Except for one cave, where part of the front wall had collapsed during an earthquake, the buddhas in these first five caves could be seen only after we’d passed through a portico. Inside, the caves open up into huge chambers that have been hollowed out of the rock. The buddhas that remain are among the largest figures ever carved from stone. Some are seated, some are standing, and all range from forty-five to fifty feet high—about the same size as the heads of the U.S. presidents carved at Mount Rushmore. However, due to the lack of space in front of them, we could only view the statues by craning our necks upward, which turned us all into supplicants.

Halfway up the front walls, large openings let in sunlight that light up the carved faces, making them appear detached from their bodies. I noticed that wherever the backs of the statues are connected to the rock walls, there is water damage. The rock is quite porous, and when it rains around Tatung, it pours. In fact, the summer storms in that part of China—the deforested, denuded part—supply the Yellow River with most of the silt that makes it five times muddier than any other river in the world.

As with monumental portrayals of the human form elsewhere, the proportions of the statues don’t seem quite right. Perhaps this is a result of the viewer’s perspective from beneath the image, or perhaps it has something to do with what the artisans faced, feeling their way through the rock. No one had ever attempted to render the human form on such a massive scale before. (The buddhas at Bamyan weren’t carved until the following century.) Some of the buddhas at Yunkang are so big that attendant bodhisattvas act as pillars to hold up their outstretched hands.

As I walked through those first five caves, it occurred to me that carving these buddhas was not an offering of art for art’s sake, nor was it a representation of the Buddhist goal of liberation from suffering. These buddhas were created to inspire awe and submission to authority. Back in the Northern Wei dynasty 1,500 years ago, worshippers who entered these caves would have been awestruck by these supermen in stone. They would have felt a profound and insurmountable sense of spiritual separation between themselves and the Buddha, which would doubtlessly have redoubled their devotion to their living buddha emperors. Who among them would have asked, “How do I become a buddha?”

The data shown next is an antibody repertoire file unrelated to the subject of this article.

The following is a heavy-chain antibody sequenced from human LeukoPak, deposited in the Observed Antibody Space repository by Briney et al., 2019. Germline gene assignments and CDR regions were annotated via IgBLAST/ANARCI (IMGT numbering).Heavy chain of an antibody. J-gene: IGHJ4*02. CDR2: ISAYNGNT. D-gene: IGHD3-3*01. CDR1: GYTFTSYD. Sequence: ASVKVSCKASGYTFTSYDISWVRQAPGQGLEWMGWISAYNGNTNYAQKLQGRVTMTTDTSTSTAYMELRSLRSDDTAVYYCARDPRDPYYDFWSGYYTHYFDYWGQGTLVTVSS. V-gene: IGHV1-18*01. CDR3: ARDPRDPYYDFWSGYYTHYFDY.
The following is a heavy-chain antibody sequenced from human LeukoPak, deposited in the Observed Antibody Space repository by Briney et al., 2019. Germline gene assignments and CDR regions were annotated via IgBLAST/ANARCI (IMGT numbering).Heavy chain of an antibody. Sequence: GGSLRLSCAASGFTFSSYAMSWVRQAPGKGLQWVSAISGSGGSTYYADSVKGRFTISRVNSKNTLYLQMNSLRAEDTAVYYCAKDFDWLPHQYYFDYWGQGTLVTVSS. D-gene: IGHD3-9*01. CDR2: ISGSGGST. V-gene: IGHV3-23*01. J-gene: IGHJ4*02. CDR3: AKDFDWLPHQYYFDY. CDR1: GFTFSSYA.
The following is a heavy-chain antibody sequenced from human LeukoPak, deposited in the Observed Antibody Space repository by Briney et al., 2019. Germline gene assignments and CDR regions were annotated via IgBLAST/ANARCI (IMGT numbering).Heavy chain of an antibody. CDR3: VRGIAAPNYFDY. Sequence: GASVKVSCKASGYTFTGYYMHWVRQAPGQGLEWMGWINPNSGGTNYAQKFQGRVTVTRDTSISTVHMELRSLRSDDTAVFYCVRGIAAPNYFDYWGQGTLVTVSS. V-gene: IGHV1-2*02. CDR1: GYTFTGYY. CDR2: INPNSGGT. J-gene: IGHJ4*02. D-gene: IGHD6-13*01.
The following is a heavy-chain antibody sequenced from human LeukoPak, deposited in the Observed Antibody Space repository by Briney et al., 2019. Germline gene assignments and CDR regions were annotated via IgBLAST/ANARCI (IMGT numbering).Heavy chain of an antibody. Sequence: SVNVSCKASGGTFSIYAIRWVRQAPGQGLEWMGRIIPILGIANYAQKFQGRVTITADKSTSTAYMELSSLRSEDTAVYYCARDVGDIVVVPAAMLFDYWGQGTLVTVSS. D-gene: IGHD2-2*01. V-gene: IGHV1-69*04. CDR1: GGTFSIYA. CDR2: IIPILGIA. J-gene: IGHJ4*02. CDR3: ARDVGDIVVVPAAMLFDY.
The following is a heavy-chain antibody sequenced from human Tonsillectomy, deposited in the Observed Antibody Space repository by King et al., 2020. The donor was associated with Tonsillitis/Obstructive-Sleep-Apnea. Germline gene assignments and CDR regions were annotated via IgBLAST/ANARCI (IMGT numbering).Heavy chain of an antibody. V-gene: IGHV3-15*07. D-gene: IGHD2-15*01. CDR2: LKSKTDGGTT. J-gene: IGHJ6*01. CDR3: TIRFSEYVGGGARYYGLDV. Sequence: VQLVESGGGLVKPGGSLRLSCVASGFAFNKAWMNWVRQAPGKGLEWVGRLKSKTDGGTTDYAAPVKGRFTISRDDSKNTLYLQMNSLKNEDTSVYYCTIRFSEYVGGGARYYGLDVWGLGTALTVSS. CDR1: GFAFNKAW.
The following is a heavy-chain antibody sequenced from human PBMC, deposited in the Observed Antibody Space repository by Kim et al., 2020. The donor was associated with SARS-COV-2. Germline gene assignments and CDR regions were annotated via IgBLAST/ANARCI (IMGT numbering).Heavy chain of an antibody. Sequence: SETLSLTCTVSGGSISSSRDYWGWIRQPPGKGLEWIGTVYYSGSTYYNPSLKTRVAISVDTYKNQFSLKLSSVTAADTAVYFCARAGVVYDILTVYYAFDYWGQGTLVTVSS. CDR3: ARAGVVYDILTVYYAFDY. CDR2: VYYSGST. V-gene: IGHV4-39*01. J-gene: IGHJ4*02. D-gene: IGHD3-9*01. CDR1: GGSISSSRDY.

We moved on to the buddhas in caves 9–13. Carved in the decades that followed, these were commissioned by the Toba nobility. In this era the emphasis was not so much on impressing worshippers with the size of the statues—though they are still huge—as with their design and artistry. Each of these caves is a jewel with a thousand facets, and walking in is like giving the kaleidoscope another turn. Almost every inch of wall space is covered—with a buddha, a heavenly deity, a scene from Shakyamuni’s life, or just a rosette. And Buddhism isn’t the only subject represented. Our guide pointed out Iranian and Byzantine motifs in the clothing and wall carvings, as well as modeling of figures that is clearly Greco-Roman. Persia and Central Asia were the source of many of the musical instruments used in Chinese music, and the walls of one cave are covered with deities playing celestial tunes—some on instruments I had never seen before.